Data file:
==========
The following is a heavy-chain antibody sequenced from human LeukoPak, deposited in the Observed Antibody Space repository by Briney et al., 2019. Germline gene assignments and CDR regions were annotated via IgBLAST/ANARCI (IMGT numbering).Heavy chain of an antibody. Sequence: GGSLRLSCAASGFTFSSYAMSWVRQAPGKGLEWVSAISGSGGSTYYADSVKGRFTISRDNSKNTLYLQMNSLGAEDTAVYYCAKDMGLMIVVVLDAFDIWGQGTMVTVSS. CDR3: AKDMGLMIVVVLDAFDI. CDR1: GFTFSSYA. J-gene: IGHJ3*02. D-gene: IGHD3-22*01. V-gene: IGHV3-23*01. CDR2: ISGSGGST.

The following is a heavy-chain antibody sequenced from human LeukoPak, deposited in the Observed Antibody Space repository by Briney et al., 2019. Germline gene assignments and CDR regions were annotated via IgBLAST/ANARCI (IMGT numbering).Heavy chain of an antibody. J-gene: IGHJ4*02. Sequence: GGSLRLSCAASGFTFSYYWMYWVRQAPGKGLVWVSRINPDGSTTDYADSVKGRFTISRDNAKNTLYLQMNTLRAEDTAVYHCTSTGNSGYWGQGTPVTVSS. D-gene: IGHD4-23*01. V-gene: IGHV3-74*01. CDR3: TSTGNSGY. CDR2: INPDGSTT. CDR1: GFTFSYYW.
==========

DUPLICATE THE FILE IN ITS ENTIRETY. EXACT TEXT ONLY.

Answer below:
The following is a heavy-chain antibody sequenced from human LeukoPak, deposited in the Observed Antibody Space repository by Briney et al., 2019. Germline gene assignments and CDR regions were annotated via IgBLAST/ANARCI (IMGT numbering).Heavy chain of an antibody. Sequence: GGSLRLSCAASGFTFSSYAMSWVRQAPGKGLEWVSAISGSGGSTYYADSVKGRFTISRDNSKNTLYLQMNSLGAEDTAVYYCAKDMGLMIVVVLDAFDIWGQGTMVTVSS. CDR3: AKDMGLMIVVVLDAFDI. CDR1: GFTFSSYA. J-gene: IGHJ3*02. D-gene: IGHD3-22*01. V-gene: IGHV3-23*01. CDR2: ISGSGGST.

The following is a heavy-chain antibody sequenced from human LeukoPak, deposited in the Observed Antibody Space repository by Briney et al., 2019. Germline gene assignments and CDR regions were annotated via IgBLAST/ANARCI (IMGT numbering).Heavy chain of an antibody. J-gene: IGHJ4*02. Sequence: GGSLRLSCAASGFTFSYYWMYWVRQAPGKGLVWVSRINPDGSTTDYADSVKGRFTISRDNAKNTLYLQMNTLRAEDTAVYHCTSTGNSGYWGQGTPVTVSS. D-gene: IGHD4-23*01. V-gene: IGHV3-74*01. CDR3: TSTGNSGY. CDR2: INPDGSTT. CDR1: GFTFSYYW.